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County urges residents get tested for tuberculosis

Gig Conaughton

County of San Diego Communications Office

County public health officials are encouraging at-risk San Diegans to get simple blood or skin tests to find out if they may unknowingly have a tuberculosis infection as the world observed World Tuberculosis Day Friday, March 24.

Public health officials estimate that 175,000 San Diegans could be walking around with a hidden – but curable – tuberculosis infection. People with “latent” TB infections have no symptoms and cannot infect others.

However, if that person’s immune system weakens, the infection can be triggered into a dangerous, highly infectious active TB disease that could make them, their family, friends and even strangers seriously ill.

Officials said people can remedy that by just getting simple blood or skin tests and antibiotic treatments if needed.

“Knowing your risk for tuberculosis can help you protect yourself and your loved ones,” said County Public Health Officer Wilma J. Wooten, M.D., M.P.H. “If you’re at risk, testing now will help you get treated early, before the disease has a chance to make you sick and infect others.”

World Tuberculosis Day is held every March 24 to remind people that the highly infectious bacterial disease passed from an infected person to others through coughing, sneezing, laughing or breathing can be eliminated in our modern world.

Despite the fact it is preventable, TB is the 13th leading cause of death worldwide and the second deadliest infectious disease on earth, behind COVID-19, according to the World Health Organization.

In 2020, the county launched the San Diego County TB Elimination Initiative, a public-private partnership, to promote TB awareness and improve testing and treatment.

People can become infected with “latent” TB and carry it for years without knowing it. That is because their healthy immune systems suppress the infection.

But if their immune systems become weakened by other chronic illnesses, conditions and medications, the latent TB infection they’ve carried can activate even after years of dormancy into active TB disease. That puts themselves and everyone they contact at risk.

Peoples’ immune systems can be weakened by numerous illnesses and conditions including asthma, HIV/AIDS, diabetes, arthritis, and kidney disease, and habits like alcohol abuse, smoking or even getting older.

County officials say without treatment, as many as 10% of all people with latent tuberculosis will develop active tuberculosis disease. Of the 175,000 San Diegans estimated to have latent tuberculosis, officials say only 25% know they have it and only 15% have been treated.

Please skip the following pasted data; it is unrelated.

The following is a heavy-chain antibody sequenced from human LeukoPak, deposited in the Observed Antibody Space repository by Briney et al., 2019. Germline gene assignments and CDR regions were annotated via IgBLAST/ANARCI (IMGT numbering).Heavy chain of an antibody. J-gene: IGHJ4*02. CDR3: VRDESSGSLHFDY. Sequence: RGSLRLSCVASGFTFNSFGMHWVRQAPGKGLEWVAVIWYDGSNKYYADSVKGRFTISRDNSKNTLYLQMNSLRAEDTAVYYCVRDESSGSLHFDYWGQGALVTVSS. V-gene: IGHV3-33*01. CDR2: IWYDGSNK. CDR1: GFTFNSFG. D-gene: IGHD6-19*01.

Public health officials say certain groups of people are at higher risk for TB. That includes people who have lived or worked in certain communal settings, such as public shelters and jails, and people born outside of the United States. County officials say 70% of people diagnosed with active tuberculosis disease were born outside of the U.S.

In San Diego County in 2022, 208 people were reported with active TB disease. Active TB disease mainly infects peoples’ lungs. It can cause long-lasting bad coughs, chest pain, coughing up blood, weakness, fatigue, weight loss, fever, chills, night sweats – and even death.

It is especially important for people who have symptoms of active tuberculosis, such as bad coughs that last longer than three weeks, to be tested for tuberculosis.

County officials urge at-risk San Diegans to know their own potential risk and get tested if they have risk factors. People can use the county’s Tuberculosis Control Program’s Risk Assessment tool that is available at https://www.sandiegocounty.gov/content/sdc/hhsa/programs/phs/tuberculosis_control_program.html.

“We want people to know today on World Tuberculosis Day that you can cure this serious infection, whether you are sick with active tuberculosis disease, or if you have latent tuberculosis and don’t know it,” said Dr. Jeffrey Percak, the chief/medical director of the county’s Tuberculosis Control and Refugee Health Branch. “Those cures start by knowing your risks and getting a blood test or skin test to find out if you are infected.”

So this year, observe World Tuberculosis Day; know your risk; get tested. And be safe.

 

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